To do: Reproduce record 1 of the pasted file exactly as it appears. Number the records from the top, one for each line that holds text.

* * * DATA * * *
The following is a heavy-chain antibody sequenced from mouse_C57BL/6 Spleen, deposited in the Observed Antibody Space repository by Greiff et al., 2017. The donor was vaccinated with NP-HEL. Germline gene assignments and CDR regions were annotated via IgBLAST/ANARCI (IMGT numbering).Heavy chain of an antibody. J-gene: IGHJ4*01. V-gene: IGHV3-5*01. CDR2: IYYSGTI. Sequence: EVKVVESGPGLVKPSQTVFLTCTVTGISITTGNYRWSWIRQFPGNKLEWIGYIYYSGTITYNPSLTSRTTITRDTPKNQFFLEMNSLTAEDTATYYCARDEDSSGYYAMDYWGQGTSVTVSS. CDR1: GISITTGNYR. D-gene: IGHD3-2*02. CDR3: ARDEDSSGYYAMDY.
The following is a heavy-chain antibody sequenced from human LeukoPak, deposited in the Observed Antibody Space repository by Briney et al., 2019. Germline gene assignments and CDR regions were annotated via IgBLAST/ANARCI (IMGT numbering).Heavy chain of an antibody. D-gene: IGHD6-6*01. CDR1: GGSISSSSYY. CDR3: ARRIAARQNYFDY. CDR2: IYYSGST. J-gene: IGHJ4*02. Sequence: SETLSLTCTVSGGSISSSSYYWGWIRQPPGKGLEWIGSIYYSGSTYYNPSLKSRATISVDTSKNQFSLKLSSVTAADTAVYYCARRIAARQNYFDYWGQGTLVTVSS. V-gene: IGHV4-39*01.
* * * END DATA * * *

The following is a heavy-chain antibody sequenced from mouse_C57BL/6 Spleen, deposited in the Observed Antibody Space repository by Greiff et al., 2017. The donor was vaccinated with NP-HEL. Germline gene assignments and CDR regions were annotated via IgBLAST/ANARCI (IMGT numbering).Heavy chain of an antibody. J-gene: IGHJ4*01. V-gene: IGHV3-5*01. CDR2: IYYSGTI. Sequence: EVKVVESGPGLVKPSQTVFLTCTVTGISITTGNYRWSWIRQFPGNKLEWIGYIYYSGTITYNPSLTSRTTITRDTPKNQFFLEMNSLTAEDTATYYCARDEDSSGYYAMDYWGQGTSVTVSS. CDR1: GISITTGNYR. D-gene: IGHD3-2*02. CDR3: ARDEDSSGYYAMDY.